Root Cause Analysis: A Complete Guide to Effective Business Management

Last Updated on October 9, 2022 by Owen McGab Enaohwo

Start your free 14-day trial of SweetProcess

No credit card needed. Cancel anytime.

Click Here To Try it for Free.

Think about the last major problem your business encountered. Did you take the time to discover the actual underlying cause or did you implement a quick fix that dealt with the symptoms?
Every business goes through its fair share of issues that can be challenging to resolve. In these situations, it’s important to identify and fix the problem, and not just the problem’s symptoms.

Problem-solving is a daily task in any business. But what to do when significant problems keep coming back? If you feel like you are constantly putting out fires in your business, it may be because the underlying causes of the most critical problems are not being addressed in a structured way.

Root Cause Analysis Table of Contents

Chapter 1: Introduction to Root Cause Analysis

Chapter 2: Effectiveness of Root Cause Analysis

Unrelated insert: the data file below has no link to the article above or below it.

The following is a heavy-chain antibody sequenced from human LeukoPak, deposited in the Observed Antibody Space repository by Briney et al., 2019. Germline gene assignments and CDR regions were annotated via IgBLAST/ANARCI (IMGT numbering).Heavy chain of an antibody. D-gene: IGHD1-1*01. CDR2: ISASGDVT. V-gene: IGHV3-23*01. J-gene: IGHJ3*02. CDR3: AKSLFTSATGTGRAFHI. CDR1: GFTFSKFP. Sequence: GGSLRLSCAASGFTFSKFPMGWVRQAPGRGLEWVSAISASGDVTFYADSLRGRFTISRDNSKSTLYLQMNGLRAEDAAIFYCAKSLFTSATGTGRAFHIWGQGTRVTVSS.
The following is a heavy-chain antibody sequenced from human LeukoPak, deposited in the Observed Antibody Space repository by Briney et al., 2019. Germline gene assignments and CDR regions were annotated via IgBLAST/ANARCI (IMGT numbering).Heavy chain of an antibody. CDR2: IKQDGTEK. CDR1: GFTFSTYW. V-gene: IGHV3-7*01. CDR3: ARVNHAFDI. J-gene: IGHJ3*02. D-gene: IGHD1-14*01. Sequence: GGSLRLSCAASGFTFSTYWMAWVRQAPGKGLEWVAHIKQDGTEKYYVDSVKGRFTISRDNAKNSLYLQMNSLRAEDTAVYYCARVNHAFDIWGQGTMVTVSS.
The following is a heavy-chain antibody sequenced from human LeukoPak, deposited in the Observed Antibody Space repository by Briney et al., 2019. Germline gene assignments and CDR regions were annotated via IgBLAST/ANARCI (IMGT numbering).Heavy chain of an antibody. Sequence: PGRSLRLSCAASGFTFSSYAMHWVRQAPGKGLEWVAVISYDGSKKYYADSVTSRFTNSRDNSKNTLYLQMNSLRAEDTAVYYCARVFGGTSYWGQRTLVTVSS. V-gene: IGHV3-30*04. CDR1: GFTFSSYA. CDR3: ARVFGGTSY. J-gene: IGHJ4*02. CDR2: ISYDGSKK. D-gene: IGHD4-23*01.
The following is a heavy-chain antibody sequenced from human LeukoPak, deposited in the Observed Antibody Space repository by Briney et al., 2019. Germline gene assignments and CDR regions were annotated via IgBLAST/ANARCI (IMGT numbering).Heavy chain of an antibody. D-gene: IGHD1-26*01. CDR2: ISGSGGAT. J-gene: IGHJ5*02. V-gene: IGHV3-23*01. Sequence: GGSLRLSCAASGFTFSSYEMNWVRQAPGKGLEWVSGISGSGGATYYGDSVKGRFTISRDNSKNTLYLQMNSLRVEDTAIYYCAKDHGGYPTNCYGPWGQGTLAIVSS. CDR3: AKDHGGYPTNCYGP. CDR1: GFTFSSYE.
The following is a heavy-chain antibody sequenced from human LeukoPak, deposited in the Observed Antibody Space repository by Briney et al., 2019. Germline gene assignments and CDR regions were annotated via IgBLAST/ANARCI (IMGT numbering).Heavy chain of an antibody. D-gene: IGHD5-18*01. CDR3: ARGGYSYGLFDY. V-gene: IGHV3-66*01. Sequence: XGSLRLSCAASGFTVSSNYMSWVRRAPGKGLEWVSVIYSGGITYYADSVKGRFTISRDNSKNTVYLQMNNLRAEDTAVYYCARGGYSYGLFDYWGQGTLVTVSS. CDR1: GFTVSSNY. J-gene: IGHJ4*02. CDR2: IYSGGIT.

Chapter 3: How to Perform a Root Cause Analysis

Chapter 4: Root Cause Analysis: Challenges & Benefits

Chapter 5: Limitations of Root Cause Analysis Processes

Chapter 6: Tools for Performing Root Cause Analysis

Chapter 7: Steps to Performing a Trouble-Free Root Cause Analysis

Chapter 8: How SweetProcess Can Make Your Root Cause Analysis Process Seamless

Conclusion

Chapter 1: Introduction to Root Cause Analysis

Introduction to Root Cause Analysis

When you are sick, you go to see a doctor who can diagnose the illness’s fundamental cause.

When your car breaks down, you might seek the assistance of a mechanic to determine the source of the issue. As a business owner, project manager, or team leader, you need to determine why a specific company’s area of performance is falling short (or exceeding expectations).

In each of these examples, you can look for a simple solution for each symptom. When you get sick at work, you can work at home. To get around, you can leave the broken-down car in the garage and take a bus.